Out of the echo chamber

28.06.2017
A mood of light euphoria grips Terje Søviknes after his first trip offshore, when he has literally looked down on Norway’s oil wealth. That made a big impression on the new minister of petroleum and energy.

| Bente Bergøy and Sverre S Jarild (photos)

Alliances. "People often find themselves in circumstances where they stay in their own echo chambers," says Terje Søviknes. “If the petroleum industry is to have the future I hope it gets, it must build alliances with other social players.”

Alliances.
"People often find themselves in circumstances where they stay in their own echo chambers," says Terje Søviknes. “If the petroleum industry is to have the future I hope it gets, it must build alliances with other social players.”

 

The Progress Party politician says he is not often to be found in his office. He prefers to be handson, out in the field, where things are happening.

“I’m so incredibly impressed by this industry,” he cries. “We’re a world leader in so many areas – subsea technology, rigs, clean production …

“I can’t see how it’s possible to run all this, the platforms and everything which happens far, far beneath the seabed. It’s the ultimate in engineering skill. It leaves me gasping!”

Søviknes enthuses about his helicopter ride out over the Norwegian Sea to visit Deep Sea Stavanger. The Odfjell rig is drilling production wells on Maria at the moment.

This field will be produced in an intricate interaction with neighbours Kristin, Heidrun and Åsgard, where the wellstream is to be piped to the first of these for processing.

Heidrun will deliver water for injection in the Maria reservoir, while the processed oil is transferred to Åsgard for storage and offshore loading. Gas goes to Kårstø near Stavanger.

“Just imagine, the rig runs two operations simultaneously – that’s so efficient, full speed ahead,” says Søviknes. “Once the field’s on stream, nobody can see it. Ships can sail right over the seabed facilities.”

He is a declared technological optimist. “Technology represents the key to reaching climate goals, not prohibitions and restrictions.”

 

"Technology represents the key to reaching climate goals,
not prohibitions and restrictions."

 

Travelled

The minister has begun to settle in after 100 days in the job. He has travelled all over Norway, talking to ordinary workers and company executives.

Visiting suppliers, technology enterprises, government agencies and oil companies, he has seen, asked, listened and learnt about their work, challenges, expectations and concerns.

“If you’re going to have a full understanding of the position, it’s important to meet people and be hands-on where things are happening,” he emphasises.

He has always been keen on the social perspective. “Politicians can’t do it all. As council leader in Os, I often worked for tripartite collaboration with industry and volunteers.

“That’s a good model. Cooperation with other players is extremely important, not least in the oil and gas industry. We mustn’t get too shut off.”

People often find themselves in circumstances where they stay in their own echo chambers, Søviknes observes. That can be secure and comfortable, but hardly forward-looking.

“If the petroleum industry is to have the future I hope it gets, it must build alliances with other social players,” he emphasises.

As the minister for Norway’s largest and most important industry, he has a responsibility for ensuring that the value created benefits the whole nation – including future generations.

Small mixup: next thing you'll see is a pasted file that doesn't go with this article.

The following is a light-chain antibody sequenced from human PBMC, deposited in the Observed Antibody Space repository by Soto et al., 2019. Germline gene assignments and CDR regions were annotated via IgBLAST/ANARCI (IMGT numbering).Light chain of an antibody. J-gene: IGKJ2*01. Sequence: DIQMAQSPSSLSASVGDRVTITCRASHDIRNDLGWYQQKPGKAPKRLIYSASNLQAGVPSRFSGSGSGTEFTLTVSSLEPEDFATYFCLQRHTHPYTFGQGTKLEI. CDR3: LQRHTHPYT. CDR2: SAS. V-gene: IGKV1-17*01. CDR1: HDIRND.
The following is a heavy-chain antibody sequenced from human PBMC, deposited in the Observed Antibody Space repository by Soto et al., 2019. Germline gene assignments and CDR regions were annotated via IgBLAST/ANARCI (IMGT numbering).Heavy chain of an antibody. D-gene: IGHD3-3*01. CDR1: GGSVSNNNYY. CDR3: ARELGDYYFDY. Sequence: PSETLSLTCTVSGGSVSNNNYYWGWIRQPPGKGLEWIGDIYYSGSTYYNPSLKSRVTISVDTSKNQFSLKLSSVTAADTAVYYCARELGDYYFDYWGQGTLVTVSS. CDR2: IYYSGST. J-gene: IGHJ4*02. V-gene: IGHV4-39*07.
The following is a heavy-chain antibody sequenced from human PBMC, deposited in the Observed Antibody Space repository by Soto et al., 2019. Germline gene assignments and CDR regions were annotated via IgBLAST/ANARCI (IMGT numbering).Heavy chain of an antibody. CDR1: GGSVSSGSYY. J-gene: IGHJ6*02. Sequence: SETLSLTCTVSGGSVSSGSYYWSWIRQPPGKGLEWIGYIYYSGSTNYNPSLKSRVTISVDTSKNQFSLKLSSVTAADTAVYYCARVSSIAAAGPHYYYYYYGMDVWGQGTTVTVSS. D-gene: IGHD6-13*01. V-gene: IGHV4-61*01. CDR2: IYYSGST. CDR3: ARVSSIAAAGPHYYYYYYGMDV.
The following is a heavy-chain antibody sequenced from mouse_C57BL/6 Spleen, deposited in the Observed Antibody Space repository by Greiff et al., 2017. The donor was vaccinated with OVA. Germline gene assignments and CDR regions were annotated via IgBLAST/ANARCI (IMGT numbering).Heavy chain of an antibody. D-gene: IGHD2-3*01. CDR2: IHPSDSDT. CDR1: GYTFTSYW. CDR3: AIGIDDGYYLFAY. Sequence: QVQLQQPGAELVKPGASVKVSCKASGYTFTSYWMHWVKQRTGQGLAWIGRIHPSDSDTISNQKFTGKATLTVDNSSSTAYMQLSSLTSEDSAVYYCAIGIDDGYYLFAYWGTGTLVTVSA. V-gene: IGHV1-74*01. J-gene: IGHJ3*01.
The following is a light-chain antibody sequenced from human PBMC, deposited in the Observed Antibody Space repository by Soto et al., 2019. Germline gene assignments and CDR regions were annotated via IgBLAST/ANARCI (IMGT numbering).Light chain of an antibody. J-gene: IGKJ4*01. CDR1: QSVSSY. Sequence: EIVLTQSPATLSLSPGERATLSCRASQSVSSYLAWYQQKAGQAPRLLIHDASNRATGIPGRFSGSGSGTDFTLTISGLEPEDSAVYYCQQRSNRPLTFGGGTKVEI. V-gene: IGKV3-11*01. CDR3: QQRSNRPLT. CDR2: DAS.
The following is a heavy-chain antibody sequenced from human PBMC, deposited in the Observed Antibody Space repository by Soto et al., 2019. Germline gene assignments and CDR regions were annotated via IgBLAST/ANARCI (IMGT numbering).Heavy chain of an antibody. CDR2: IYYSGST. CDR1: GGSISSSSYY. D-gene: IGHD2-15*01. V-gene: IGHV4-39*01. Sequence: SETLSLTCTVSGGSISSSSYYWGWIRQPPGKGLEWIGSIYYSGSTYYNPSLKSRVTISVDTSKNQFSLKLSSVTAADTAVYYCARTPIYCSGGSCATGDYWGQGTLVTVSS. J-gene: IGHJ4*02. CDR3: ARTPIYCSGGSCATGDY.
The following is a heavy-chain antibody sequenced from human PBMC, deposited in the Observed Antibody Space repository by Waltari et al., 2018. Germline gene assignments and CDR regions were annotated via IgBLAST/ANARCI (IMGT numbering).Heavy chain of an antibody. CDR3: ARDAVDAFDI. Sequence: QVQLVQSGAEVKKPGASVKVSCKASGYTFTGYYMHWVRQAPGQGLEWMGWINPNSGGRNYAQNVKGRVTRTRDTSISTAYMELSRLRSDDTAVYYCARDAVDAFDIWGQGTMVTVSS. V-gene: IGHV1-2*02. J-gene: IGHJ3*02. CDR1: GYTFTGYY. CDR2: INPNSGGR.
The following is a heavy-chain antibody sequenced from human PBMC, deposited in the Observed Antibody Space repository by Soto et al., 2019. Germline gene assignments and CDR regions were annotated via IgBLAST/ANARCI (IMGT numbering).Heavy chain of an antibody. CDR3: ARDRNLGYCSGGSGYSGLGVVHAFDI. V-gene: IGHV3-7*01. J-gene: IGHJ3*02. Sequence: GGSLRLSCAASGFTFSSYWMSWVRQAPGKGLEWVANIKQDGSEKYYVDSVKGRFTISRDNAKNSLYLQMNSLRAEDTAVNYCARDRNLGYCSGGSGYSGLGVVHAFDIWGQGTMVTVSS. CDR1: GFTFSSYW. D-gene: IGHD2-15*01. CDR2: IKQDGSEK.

In his view, the sector’s poor reputation is undeserved. “It reflects the combination of a couple of factors which emerged at roughly the same time.

“After the oil price slump in 2014, many participants in the public debate seemed to think oil revenues were no longer so important for Norway. There was much talk about restructuring and the green shift.”

Then came the Paris agreement and the big climate debate. “The result in Norway has been a very polarised discussion,” Søviknes says. “People are either for producing fossil energy, or they want to save the planet.”

He takes the reputational problem seriously. “We’re dependent on recruiting skilled hands and wise heads to continue developing the expertise base we’ve built up over 50 years.

“This base is the really big asset – it’s the one which allows Norway to lie among the front runners for technological progress and right in the lead within the oil and gas sector.”

 

Concerned

Søviknes admits to being worried about the sharp drop in applications for petroleum-related courses. Few students mean it is only a matter of time before the teachers go too – which would be stupid, since the industry needs people in coming years.

He also worries about attitudes to oil among the young. “It’s super that youngsters are involved with and concerned about the climate, and they’re undoubtedly more idealistic than us older folk.

“But we must get across the fact that it’s possible to have both. We can reach our climate targets – and explore for and produce oil and gas.”

He appreciates that youngsters cannot be reached through traditional channels such as TV, radio and newspapers. “Both politicians and the industry must get better at being where young people are, and communicate more with then there.”

Søviknes has taken one step through his initiative on establishing a youth panel, and is recruiting youngsters to help on the message and the channels.

The most important message the minister wants to get across is that if there is one place where people can really make a difference for the climate, it is the energy sector.

And that holds particularly true for oil and gas. Technological advances can have a huge impact. “We must balance the debate and get the facts across,” he emphasises.

 

Perspectives

Søviknes points to the recent report on Perspectives for the energy transition. Investment needs for a low-carbon energy system from the International Energy Agency (IEA) and the International Renewable Energy Agency (Irena).

”They’ve produced scenarios on what can be done about the world’s energy position to achieve the climate goals set in the Paris agreement,” he explains